In the case of the neutral ketone, the resonance form with the carbocation has two point charges (versus zero for the C=O form) in addition to the lack of a full octet on C.
Once the carbonyl is protonated, both resonance forms have the same number of point charges (one). Therefore the resonance form where carbon lacks a full octet (the carbocation) will be less bad overall, and therefore the carbocation will make a greater contribution to the resonance hybrid, relative to non-protonated carbonyl.
One way to quantify this effect is to examine C=O stretches in IR spectroscopy, since the stronger the bond, the higher the wavenumber. Neutral acetone has a C=O stretch at 1765 cm-1 whereas protonated acetone has a C=O stretch at 1580 cm-1. That demonstrates a significant weakening of the C-O pi bond.
The same argument can be made for why the positively charged iminium ion is a better electrophile than a neutral imine.
Note 4 – “in the absence of acid, bromination is exceedingly slow”. This is a direct quote from Lapworth (ref) in his seminal study on acid-catalyzed bromination.
Note 5 – “the acid-catalyzed aldol tends to get less use than the base-catalyzed version.” The base-promoted aldol gets more use because it’s much easier to control which enolate you can form through use of the appropriate base. In the acid-catalyzed aldol you are held hostage to whichever enol form is more thermodynamically stable.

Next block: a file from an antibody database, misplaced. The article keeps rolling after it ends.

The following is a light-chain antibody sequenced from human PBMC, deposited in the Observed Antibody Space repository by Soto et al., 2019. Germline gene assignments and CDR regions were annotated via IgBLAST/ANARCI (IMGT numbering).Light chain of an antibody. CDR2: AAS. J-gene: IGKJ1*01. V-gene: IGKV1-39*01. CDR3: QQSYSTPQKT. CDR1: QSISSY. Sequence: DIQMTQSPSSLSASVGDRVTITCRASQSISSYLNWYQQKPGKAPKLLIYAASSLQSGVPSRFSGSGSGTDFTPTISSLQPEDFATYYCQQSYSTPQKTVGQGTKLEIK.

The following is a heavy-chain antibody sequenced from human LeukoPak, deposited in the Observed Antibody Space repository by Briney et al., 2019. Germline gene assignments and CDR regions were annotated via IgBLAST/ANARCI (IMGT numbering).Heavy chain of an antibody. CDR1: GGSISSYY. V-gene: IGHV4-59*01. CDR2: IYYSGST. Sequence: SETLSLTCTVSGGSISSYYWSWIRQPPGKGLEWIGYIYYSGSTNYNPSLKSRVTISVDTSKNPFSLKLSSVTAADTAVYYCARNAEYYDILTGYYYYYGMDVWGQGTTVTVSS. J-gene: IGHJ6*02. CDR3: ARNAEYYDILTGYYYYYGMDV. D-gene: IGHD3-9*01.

However there is a version of the aldol reaction called the Mukaiyama aldol reaction which proceeds with an enol ether as the nucleophile, and employs strong Lewis acids (e.g. TiCl4, which smokes in the presence of air) to assist their reactions with aldehydes.
The elimination going through a conjugate elimination process is was determined in this study of the self-condensation of acetaldehyde (see ref).
There is some variation on how this step is shown in textbooks, and furthermore, there is also variation on how this happens in real life.
One way this is sometimes shown is as an E1-type reaction where water leaves, and there is a subsequent deprotonation event. This can happen; it’s most correct in cases where that would lead to a resonance stabilized carbocation (e.g. adjacent to an electron-rich aromatic ring). One prominent example can be found here. [Ref]
This goes way beyond what anyone reading this would likely care about, but there is also precedent for the OH group to undergo substitution (likely via SN1) to a good leaving group, which subsequently is removed with weak base (or via E1). This is known for the self-aldol condensation of cyclohexanone with HCl, for example.
One thing I can feel comfortable saying is that you should not draw this as an E2 type reaction. It requires an anti-periplanar arrangement of the C-H and C-OH2 bonds, and I’m not aware of any evidence that this process depends on stereochemistry (the same way you see in the E2).